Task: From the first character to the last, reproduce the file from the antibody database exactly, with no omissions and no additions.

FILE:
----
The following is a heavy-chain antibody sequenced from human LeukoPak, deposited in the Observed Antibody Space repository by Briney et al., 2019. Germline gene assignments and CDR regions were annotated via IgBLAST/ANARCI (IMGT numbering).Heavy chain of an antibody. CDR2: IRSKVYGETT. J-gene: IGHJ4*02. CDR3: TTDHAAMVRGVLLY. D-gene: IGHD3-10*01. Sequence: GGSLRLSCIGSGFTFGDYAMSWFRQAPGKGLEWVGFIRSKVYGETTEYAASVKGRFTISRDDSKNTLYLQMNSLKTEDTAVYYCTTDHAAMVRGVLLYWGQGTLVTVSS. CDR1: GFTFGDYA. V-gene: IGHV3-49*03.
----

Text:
The following is a heavy-chain antibody sequenced from human LeukoPak, deposited in the Observed Antibody Space repository by Briney et al., 2019. Germline gene assignments and CDR regions were annotated via IgBLAST/ANARCI (IMGT numbering).Heavy chain of an antibody. CDR2: IRSKVYGETT. J-gene: IGHJ4*02. CDR3: TTDHAAMVRGVLLY. D-gene: IGHD3-10*01. Sequence: GGSLRLSCIGSGFTFGDYAMSWFRQAPGKGLEWVGFIRSKVYGETTEYAASVKGRFTISRDDSKNTLYLQMNSLKTEDTAVYYCTTDHAAMVRGVLLYWGQGTLVTVSS. CDR1: GFTFGDYA. V-gene: IGHV3-49*03.